Google researchers claimed quantum supremacy last week, shortly followed by rebuke from its rivals.
On the company’s quantum computer, scientists led by John Martinis achieved a computation in 200 seconds that would have taken 10,000 years on a classical computer.
Writing in the journal Nature, the team said they performed a fixed set of operations that entangles 53 quantum bits, or qubits, into a quantum superposition state to solve a random number sampling task.
Brooks Foxen from Google’s Martinis Group, said: "It is likely that the classical simulation time, currently estimated at 10,000 years, will be reduced by improved classical hardware and algorithms, but, since we are currently 1.5 trillion times faster, we feel comfortable laying claim to this achievement."
Joe Incandela, UC Santa Barbara particle physicist, said: “The team has demonstrated the ability to reliably create and repeatedly sample complicated quantum states involving 53 entangled elements to carry out an exercise that would take millennia to do with a classical supercomputer.”
Professor Incandela said that the accomplishment, which represents two decades of quantum computing research, marks “a threshold of a new era of knowledge acquisition”.
But the rivals and members of the quantum community have been slightly more conservative in their praise. Intel commended Google on its “demonstration” but said the next step will be “to build a system that will enable us to address intractable challenges — in other words, to demonstrate ‘quantum practicality’”.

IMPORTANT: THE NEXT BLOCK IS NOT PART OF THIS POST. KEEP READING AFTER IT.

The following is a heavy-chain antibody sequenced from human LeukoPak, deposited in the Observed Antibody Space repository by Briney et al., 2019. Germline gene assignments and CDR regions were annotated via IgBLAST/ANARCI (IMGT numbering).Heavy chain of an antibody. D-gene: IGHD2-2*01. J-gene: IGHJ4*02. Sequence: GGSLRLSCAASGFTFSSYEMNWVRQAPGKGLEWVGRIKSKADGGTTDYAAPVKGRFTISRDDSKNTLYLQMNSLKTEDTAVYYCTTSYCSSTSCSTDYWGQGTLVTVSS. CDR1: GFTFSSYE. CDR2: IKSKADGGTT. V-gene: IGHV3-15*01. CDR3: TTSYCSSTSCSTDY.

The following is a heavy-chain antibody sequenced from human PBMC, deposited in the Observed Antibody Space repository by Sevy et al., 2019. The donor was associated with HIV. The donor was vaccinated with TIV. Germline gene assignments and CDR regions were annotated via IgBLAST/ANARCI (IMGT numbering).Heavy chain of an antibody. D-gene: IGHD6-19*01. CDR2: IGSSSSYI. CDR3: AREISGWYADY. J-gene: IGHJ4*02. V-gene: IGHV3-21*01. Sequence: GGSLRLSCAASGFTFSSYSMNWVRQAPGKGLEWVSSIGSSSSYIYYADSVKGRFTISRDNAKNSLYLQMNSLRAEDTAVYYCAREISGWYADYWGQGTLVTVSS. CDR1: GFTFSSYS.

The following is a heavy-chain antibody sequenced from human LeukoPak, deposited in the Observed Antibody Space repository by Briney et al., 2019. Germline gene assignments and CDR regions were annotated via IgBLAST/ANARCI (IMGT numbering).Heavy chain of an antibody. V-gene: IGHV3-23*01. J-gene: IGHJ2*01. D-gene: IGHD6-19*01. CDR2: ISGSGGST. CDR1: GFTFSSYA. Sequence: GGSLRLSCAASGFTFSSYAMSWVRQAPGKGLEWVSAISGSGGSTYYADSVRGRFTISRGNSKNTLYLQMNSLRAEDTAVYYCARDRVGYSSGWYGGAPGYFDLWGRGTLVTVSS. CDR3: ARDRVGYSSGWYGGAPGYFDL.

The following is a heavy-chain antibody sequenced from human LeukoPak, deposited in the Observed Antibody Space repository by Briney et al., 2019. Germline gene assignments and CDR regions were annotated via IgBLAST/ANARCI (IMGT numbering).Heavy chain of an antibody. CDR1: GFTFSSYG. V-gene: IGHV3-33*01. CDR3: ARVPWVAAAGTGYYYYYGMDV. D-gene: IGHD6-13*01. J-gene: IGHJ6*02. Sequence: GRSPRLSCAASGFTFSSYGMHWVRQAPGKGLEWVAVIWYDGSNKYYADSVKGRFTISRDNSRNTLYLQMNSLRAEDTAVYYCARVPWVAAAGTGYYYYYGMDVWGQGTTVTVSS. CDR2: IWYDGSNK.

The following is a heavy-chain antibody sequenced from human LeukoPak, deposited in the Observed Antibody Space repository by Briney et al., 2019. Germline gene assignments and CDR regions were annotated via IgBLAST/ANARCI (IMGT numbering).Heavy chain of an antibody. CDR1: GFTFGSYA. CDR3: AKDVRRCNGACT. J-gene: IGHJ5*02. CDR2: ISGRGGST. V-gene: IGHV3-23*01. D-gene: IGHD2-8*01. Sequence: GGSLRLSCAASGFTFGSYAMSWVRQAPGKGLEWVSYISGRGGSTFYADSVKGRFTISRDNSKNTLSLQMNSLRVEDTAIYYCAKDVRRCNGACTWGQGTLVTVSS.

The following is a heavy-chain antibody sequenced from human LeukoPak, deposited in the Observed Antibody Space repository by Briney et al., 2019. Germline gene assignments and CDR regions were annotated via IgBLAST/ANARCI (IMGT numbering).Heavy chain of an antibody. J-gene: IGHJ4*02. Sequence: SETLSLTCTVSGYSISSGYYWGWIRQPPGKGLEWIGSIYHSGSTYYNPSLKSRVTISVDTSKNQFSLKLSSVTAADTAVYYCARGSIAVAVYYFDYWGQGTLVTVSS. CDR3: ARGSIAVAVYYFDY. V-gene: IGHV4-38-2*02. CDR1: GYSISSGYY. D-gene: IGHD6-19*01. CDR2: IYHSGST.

And this seems to be where the key difference lies. Perhaps by publishing their pioneering quantum capabilities, Google researchers have inadvertently established the difference between quantum supremacy and quantum practicality.
Professor Winfried Hensinger, director of the centre for quantum technologies at Sussex University, said: “The problem they [Google] picked is a completely utterly useless problem. The next step will be to solve useful problems.”
By definition, Google’s random number generator task is achievable on a classical computer – albeit after 10,000 years of computation. On this basis, it has had cold water poured on it by rival IBM, which has a quantum computing effort of its own.
"Because the original meaning of the term ‘quantum supremacy, as proposed by John Preskill in 2012, was to describe the point where quantum computers can do things that classical computers can't, this threshold has not been met," IBM researchers wrote in a blog post.